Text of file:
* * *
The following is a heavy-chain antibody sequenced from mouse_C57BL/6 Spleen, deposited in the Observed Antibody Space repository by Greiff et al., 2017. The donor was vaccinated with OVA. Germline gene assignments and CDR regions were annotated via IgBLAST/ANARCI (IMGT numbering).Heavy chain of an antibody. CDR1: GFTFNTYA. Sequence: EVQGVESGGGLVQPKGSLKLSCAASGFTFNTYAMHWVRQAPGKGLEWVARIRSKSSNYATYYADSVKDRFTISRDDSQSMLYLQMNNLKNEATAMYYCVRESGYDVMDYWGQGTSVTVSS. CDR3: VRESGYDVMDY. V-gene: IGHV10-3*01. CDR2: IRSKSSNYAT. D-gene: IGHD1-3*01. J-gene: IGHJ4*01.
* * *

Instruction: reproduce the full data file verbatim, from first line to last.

The following is a heavy-chain antibody sequenced from mouse_C57BL/6 Spleen, deposited in the Observed Antibody Space repository by Greiff et al., 2017. The donor was vaccinated with OVA. Germline gene assignments and CDR regions were annotated via IgBLAST/ANARCI (IMGT numbering).Heavy chain of an antibody. CDR1: GFTFNTYA. Sequence: EVQGVESGGGLVQPKGSLKLSCAASGFTFNTYAMHWVRQAPGKGLEWVARIRSKSSNYATYYADSVKDRFTISRDDSQSMLYLQMNNLKNEATAMYYCVRESGYDVMDYWGQGTSVTVSS. CDR3: VRESGYDVMDY. V-gene: IGHV10-3*01. CDR2: IRSKSSNYAT. D-gene: IGHD1-3*01. J-gene: IGHJ4*01.